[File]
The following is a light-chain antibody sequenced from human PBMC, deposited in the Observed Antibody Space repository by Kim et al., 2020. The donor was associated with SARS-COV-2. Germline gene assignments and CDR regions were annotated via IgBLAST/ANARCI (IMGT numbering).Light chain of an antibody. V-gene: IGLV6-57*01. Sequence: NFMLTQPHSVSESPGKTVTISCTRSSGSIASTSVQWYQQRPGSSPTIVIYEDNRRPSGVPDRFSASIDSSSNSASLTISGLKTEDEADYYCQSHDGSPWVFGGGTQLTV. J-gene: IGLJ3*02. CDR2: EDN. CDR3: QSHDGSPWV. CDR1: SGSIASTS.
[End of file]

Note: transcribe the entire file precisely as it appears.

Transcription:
The following is a light-chain antibody sequenced from human PBMC, deposited in the Observed Antibody Space repository by Kim et al., 2020. The donor was associated with SARS-COV-2. Germline gene assignments and CDR regions were annotated via IgBLAST/ANARCI (IMGT numbering).Light chain of an antibody. V-gene: IGLV6-57*01. Sequence: NFMLTQPHSVSESPGKTVTISCTRSSGSIASTSVQWYQQRPGSSPTIVIYEDNRRPSGVPDRFSASIDSSSNSASLTISGLKTEDEADYYCQSHDGSPWVFGGGTQLTV. J-gene: IGLJ3*02. CDR2: EDN. CDR3: QSHDGSPWV. CDR1: SGSIASTS.